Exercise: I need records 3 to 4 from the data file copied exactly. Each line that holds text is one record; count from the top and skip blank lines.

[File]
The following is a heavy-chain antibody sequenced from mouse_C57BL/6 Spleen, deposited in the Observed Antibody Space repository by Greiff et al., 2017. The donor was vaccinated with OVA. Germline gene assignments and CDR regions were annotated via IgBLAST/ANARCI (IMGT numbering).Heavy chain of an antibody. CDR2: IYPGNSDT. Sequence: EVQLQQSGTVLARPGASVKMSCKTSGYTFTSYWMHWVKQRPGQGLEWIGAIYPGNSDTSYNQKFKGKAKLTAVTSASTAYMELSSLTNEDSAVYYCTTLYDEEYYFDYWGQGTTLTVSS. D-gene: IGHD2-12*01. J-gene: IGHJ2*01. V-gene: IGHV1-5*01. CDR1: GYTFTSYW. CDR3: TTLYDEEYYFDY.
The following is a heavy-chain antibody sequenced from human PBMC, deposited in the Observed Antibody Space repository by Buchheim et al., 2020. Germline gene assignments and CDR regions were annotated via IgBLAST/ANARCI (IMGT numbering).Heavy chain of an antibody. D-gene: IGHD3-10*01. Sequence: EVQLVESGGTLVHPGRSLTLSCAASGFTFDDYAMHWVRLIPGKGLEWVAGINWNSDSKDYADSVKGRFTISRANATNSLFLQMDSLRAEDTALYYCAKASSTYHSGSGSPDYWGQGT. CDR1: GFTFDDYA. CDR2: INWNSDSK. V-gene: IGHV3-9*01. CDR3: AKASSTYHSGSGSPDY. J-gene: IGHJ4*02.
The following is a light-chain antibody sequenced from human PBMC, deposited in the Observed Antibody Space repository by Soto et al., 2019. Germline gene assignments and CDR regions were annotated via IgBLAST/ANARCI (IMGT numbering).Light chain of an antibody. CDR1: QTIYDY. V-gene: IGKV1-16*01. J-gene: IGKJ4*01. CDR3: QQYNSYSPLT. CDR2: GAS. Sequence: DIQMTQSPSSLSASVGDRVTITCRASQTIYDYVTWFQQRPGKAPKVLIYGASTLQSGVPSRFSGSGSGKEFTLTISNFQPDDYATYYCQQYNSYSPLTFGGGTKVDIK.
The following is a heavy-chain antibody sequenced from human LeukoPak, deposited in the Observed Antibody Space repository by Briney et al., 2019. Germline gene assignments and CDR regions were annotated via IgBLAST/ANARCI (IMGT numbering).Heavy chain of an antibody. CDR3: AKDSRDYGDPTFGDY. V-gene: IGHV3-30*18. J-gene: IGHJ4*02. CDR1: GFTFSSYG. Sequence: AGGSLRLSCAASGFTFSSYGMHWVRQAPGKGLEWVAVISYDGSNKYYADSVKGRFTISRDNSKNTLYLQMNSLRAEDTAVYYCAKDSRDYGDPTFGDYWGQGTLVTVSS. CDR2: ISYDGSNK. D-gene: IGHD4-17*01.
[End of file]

The following is a light-chain antibody sequenced from human PBMC, deposited in the Observed Antibody Space repository by Soto et al., 2019. Germline gene assignments and CDR regions were annotated via IgBLAST/ANARCI (IMGT numbering).Light chain of an antibody. CDR1: QTIYDY. V-gene: IGKV1-16*01. J-gene: IGKJ4*01. CDR3: QQYNSYSPLT. CDR2: GAS. Sequence: DIQMTQSPSSLSASVGDRVTITCRASQTIYDYVTWFQQRPGKAPKVLIYGASTLQSGVPSRFSGSGSGKEFTLTISNFQPDDYATYYCQQYNSYSPLTFGGGTKVDIK.
The following is a heavy-chain antibody sequenced from human LeukoPak, deposited in the Observed Antibody Space repository by Briney et al., 2019. Germline gene assignments and CDR regions were annotated via IgBLAST/ANARCI (IMGT numbering).Heavy chain of an antibody. CDR3: AKDSRDYGDPTFGDY. V-gene: IGHV3-30*18. J-gene: IGHJ4*02. CDR1: GFTFSSYG. Sequence: AGGSLRLSCAASGFTFSSYGMHWVRQAPGKGLEWVAVISYDGSNKYYADSVKGRFTISRDNSKNTLYLQMNSLRAEDTAVYYCAKDSRDYGDPTFGDYWGQGTLVTVSS. CDR2: ISYDGSNK. D-gene: IGHD4-17*01.